I never write in first person so I figured I’d give it a shot.
The chair in Ms.Alders office was set close to the door. I could hear everything she said to the police out in the hallway.
“She was doing well here.” Ms. Alders said. “I don’t understand it.” The policeman made a sound that was noncommittal. It was obvious to him I’d not been doing well as he was here arguing with my case worker. And I guess there was some truth in that but I didn’t want to leave either. Ms. Alders continued, her voice getting louder. “What proof do you have? She’s passed every test, negative every time.”
I couldn’t see the cop’s face but I could imagine the look her gave her. “She admitted it Ms.” He was tired and probably just wanted to be done with this. I was getting to that point too.
“Please. Let me talk to her, she wouldn’t have gotten involved in something like this.” Ms. Adler said, not sounding like she was actually asking.
“You have ten minutes before the sheriff gets here and the girl comes with us.” The man’s voice was not unkind, just not understanding. I wondered how many cases like this he dealt with; stupid kids dealing with stupid stuff and the people who got attached to them.
I liked Ms. Alders. As case workers went she seemed like someone who wanted to help people, not just some psychology student who couldn’t get through graduate school. She was wrong though. I was involved, I’d been involved for a while, long before I came to Rikerd county and a family I liked.
Her heels clacked on the tile outside and I perfected my slouch.
She didn’t look at me until the door was closed and she was sitting behind her desk. “Lane, this is bad.” She said to me. That was another reason she’s a good case worker. I may look like I’m fourteen, but I’m sixteen and she at least talks to me like it. It’s really refreshing when most adults cycle between frustration and pity.
“You’re being processed; this was your last–.” Ms. Alders stopped herself as her tone tightened. She was angry.
“Chance.” I finished it for her. “I’m sorry.” I said lamely. I was too, kind of.
“Don’t Lane.” She stopped me curtly and I swallowed. She was angrier than I thought. “This was stupid. You’re not stupid. What happened?”
I shrugged and looked at the space on her desk between the two of us. “This isn’t anything new.”
The look she gave me made my shoulders twitch even caught from my peripheral vision. “I’m not talking about the selling. You got caught, why?”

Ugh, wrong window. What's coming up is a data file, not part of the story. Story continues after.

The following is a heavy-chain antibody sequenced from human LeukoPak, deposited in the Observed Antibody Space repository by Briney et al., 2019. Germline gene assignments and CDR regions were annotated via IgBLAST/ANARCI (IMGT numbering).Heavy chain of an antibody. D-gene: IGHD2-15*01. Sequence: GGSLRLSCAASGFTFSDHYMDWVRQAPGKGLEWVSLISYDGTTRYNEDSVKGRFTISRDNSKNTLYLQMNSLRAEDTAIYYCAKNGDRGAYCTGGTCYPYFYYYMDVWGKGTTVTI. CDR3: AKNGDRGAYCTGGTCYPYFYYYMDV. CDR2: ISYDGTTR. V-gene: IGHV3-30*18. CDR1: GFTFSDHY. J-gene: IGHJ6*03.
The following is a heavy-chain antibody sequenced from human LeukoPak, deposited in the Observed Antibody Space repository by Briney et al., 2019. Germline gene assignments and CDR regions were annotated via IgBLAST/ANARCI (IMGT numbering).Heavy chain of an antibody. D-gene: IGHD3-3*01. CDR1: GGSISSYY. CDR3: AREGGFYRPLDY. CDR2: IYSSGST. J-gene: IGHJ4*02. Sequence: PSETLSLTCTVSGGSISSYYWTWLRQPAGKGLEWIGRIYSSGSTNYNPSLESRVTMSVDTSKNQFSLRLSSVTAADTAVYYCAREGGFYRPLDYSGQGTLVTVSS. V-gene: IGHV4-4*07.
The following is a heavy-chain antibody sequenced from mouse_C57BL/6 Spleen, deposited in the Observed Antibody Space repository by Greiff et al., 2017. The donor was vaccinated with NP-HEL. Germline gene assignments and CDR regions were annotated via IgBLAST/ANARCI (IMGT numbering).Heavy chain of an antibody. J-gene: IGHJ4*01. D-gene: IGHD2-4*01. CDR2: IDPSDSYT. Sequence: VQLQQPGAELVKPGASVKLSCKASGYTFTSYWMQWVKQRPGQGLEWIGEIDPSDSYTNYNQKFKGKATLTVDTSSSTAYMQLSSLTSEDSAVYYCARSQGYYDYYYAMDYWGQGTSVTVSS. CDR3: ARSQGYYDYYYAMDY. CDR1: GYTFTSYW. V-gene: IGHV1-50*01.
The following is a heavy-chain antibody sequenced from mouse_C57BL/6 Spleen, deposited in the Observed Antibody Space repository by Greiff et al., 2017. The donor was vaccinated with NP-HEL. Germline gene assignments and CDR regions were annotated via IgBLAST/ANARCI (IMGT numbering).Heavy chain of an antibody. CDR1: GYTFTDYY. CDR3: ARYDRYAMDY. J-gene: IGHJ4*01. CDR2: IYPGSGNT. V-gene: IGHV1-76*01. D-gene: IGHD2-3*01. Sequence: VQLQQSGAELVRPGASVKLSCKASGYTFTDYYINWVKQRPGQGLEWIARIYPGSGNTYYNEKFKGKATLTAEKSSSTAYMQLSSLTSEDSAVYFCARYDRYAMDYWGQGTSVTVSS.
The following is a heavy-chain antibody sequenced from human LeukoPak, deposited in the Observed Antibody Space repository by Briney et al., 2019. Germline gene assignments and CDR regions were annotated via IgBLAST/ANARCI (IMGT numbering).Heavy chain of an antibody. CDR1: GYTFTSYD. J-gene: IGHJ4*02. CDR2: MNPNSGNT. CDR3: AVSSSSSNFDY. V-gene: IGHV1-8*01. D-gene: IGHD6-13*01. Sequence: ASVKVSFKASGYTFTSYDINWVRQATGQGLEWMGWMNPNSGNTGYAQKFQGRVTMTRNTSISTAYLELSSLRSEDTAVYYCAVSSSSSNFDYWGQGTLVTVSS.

My brain worked, turning around like rusted cogs. “You know?”
There was that look again. “You’re not my only case. Some of your customers see me weekly.”
“But you’ve never said anything, you’ve never reported me.” That didn’t make sense. If she’d known and had proof, Ms. Alders had to report me. Possession was a large black mark, as I was learning…but selling narcotics had a no tolerance policy, especially for ‘at risk’ youth like foster kids.
She placed a manicured finger at her temple. “I considered it. But you don’t use, you don’t sell to middle schoolers and I’d hoped you’d wise up before this.” She looked at me and I really couldn’t figure out what she was thinking. Ms. Alders sighed. “I went with the devil I knew. No offense.”
I didn’t take any. Ms.Alders wasn’t even a decade older than me, just some woman in her mid-twenties trying to figure out how to deal with problem kids, trying to do her job. It was still weird to see her like this, and it would probably bother me later when I wasn’t facing the rest of my high school career in a juvenile delinquency center.
“You’re going to jail Lane and I can’t figure out why.” She stood up and looked outside her office window. The sheriff was here and waiting. “I was trying to help, really. I’m sorry.” She said and that confused me.
I didn’t say anything else to her.
The sheriff came and got me then, while Ms. Alders looked upset in everyone’s general direction. I wondered if this would get her in trouble. Probably not, this kind of thing happened all the time.
She was still watching as they pushed me into the back of the police car.